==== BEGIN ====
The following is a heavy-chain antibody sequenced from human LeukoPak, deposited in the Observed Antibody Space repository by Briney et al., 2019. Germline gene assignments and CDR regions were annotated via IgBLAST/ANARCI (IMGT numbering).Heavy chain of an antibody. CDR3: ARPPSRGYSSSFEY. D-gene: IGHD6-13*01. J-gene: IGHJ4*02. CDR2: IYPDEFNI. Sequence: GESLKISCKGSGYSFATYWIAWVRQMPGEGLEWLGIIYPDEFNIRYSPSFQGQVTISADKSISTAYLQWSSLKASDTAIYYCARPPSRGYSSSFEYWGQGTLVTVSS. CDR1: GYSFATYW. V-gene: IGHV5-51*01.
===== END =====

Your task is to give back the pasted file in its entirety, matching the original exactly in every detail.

The following is a heavy-chain antibody sequenced from human LeukoPak, deposited in the Observed Antibody Space repository by Briney et al., 2019. Germline gene assignments and CDR regions were annotated via IgBLAST/ANARCI (IMGT numbering).Heavy chain of an antibody. CDR3: ARPPSRGYSSSFEY. D-gene: IGHD6-13*01. J-gene: IGHJ4*02. CDR2: IYPDEFNI. Sequence: GESLKISCKGSGYSFATYWIAWVRQMPGEGLEWLGIIYPDEFNIRYSPSFQGQVTISADKSISTAYLQWSSLKASDTAIYYCARPPSRGYSSSFEYWGQGTLVTVSS. CDR1: GYSFATYW. V-gene: IGHV5-51*01.